On Monday, the Catalan Interior Ministry presented an audit to assess possible police irregularities and announced that 50 Catalan police officers (Mossos) were under investigation for their alleged violence during the protests against the sentencing of jailed Catalan pro-independence leaders last October.
The officers under investigation are being tried in 34 different proceedings. Human rights organizations denounced the excessive use of force by the Catalan and Spanish police during the protests.
Catalan Interior Minister, Miquel Buch, said that there were 877 demonstrations in Catalonia following the Supreme Court ruling. He added that there were “violent episodes” during 20% of these protests. The protests left around 600 people injured, mostly unarmed, peaceful civilians.
Despite the condemnations of police violence by human rights organizations, Eduard Sallent, the head of Catalonia’s police, Mossos, who has been involved in controversies often, defended how the officers dealt with the protests, stressing that their attitude was “mostly passive and defensive.”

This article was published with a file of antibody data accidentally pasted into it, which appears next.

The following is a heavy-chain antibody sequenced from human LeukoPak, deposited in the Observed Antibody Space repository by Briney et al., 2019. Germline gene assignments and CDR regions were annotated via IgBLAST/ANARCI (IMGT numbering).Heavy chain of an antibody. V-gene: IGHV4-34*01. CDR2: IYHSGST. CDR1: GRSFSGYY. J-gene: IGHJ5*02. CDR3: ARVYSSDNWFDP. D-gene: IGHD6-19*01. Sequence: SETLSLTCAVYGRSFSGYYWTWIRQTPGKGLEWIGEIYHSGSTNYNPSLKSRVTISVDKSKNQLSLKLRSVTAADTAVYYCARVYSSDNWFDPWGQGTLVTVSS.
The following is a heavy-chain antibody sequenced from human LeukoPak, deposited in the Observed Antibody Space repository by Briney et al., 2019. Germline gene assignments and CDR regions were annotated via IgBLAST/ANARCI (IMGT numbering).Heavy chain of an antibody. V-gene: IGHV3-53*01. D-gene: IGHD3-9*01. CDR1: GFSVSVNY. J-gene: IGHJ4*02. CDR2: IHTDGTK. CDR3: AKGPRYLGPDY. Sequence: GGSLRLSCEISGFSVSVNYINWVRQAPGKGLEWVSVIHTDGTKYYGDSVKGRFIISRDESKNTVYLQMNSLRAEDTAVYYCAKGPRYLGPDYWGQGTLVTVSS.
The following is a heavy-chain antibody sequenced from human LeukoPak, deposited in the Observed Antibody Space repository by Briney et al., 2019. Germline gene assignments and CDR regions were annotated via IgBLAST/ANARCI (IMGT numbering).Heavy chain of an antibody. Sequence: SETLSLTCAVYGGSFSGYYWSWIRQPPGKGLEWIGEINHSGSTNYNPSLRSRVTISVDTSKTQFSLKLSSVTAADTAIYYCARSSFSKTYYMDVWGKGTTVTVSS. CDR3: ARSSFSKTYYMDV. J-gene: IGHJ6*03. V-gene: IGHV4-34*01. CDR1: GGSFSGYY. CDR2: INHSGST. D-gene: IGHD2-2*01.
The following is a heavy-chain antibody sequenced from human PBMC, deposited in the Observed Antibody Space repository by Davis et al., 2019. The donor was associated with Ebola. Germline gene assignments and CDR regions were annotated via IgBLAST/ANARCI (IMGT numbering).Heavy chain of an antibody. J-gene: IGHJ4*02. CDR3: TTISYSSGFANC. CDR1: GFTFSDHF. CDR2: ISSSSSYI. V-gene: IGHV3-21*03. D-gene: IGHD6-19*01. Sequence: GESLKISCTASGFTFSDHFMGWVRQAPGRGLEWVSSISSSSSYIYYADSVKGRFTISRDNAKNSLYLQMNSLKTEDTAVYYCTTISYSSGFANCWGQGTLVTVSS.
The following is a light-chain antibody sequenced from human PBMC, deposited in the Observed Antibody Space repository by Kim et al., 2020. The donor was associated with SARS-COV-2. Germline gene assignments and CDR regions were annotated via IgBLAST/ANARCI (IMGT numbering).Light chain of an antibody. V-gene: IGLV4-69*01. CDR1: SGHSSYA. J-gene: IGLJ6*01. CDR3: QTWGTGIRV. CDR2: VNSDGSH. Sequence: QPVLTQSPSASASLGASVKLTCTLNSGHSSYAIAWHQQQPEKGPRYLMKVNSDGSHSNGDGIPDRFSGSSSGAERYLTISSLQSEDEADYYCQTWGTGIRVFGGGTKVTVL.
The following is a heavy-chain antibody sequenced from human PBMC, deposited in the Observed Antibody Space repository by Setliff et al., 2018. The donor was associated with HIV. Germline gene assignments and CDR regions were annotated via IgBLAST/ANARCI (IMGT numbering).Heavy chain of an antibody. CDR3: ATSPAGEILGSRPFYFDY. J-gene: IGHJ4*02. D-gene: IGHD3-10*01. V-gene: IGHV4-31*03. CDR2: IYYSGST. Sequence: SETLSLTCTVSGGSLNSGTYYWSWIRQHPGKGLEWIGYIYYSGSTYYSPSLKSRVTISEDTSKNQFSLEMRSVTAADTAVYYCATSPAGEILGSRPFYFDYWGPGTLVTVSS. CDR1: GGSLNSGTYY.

For now, only one officer has been suspended, according to Sallent.
The presentation of the audit became mired in controversy because not all media organizations were notified about the event and some journalists were not allowed to attend it despite the fact that there was space inside the Egara auditorium. ERC and CUP deputies also denounced that the parliamentary group that is part of the Interior Committee was not allowed to attend the press conference.
There has been complete secrecy of the Mossos on the audit and alleged irregularities in the last few months. Little information has been released and the presentation of the document earlier this week has raised many questions. Awaiting the outcome of all the investigations currently underway, Catalan society expects openness and more transparency from a police force that is expected to protect all citizens equally regardless of their political affiliation and ethnicity.